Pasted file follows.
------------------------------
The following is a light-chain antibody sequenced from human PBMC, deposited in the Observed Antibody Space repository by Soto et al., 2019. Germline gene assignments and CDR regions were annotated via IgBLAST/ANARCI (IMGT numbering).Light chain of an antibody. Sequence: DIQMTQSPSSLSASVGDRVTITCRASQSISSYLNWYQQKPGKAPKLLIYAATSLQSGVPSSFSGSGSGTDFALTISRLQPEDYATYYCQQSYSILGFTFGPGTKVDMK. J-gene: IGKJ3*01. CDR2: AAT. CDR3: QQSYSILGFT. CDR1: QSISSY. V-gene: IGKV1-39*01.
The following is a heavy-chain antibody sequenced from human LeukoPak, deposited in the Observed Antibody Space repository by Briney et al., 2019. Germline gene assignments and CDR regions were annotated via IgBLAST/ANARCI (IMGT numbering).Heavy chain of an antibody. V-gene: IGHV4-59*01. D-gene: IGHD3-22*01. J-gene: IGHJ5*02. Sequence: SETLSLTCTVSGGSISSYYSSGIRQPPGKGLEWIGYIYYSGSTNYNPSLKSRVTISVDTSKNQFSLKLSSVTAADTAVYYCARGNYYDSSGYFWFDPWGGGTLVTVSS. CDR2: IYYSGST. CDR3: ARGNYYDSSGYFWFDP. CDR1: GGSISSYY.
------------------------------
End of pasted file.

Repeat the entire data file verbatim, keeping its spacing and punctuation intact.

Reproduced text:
The following is a light-chain antibody sequenced from human PBMC, deposited in the Observed Antibody Space repository by Soto et al., 2019. Germline gene assignments and CDR regions were annotated via IgBLAST/ANARCI (IMGT numbering).Light chain of an antibody. Sequence: DIQMTQSPSSLSASVGDRVTITCRASQSISSYLNWYQQKPGKAPKLLIYAATSLQSGVPSSFSGSGSGTDFALTISRLQPEDYATYYCQQSYSILGFTFGPGTKVDMK. J-gene: IGKJ3*01. CDR2: AAT. CDR3: QQSYSILGFT. CDR1: QSISSY. V-gene: IGKV1-39*01.
The following is a heavy-chain antibody sequenced from human LeukoPak, deposited in the Observed Antibody Space repository by Briney et al., 2019. Germline gene assignments and CDR regions were annotated via IgBLAST/ANARCI (IMGT numbering).Heavy chain of an antibody. V-gene: IGHV4-59*01. D-gene: IGHD3-22*01. J-gene: IGHJ5*02. Sequence: SETLSLTCTVSGGSISSYYSSGIRQPPGKGLEWIGYIYYSGSTNYNPSLKSRVTISVDTSKNQFSLKLSSVTAADTAVYYCARGNYYDSSGYFWFDPWGGGTLVTVSS. CDR2: IYYSGST. CDR3: ARGNYYDSSGYFWFDP. CDR1: GGSISSYY.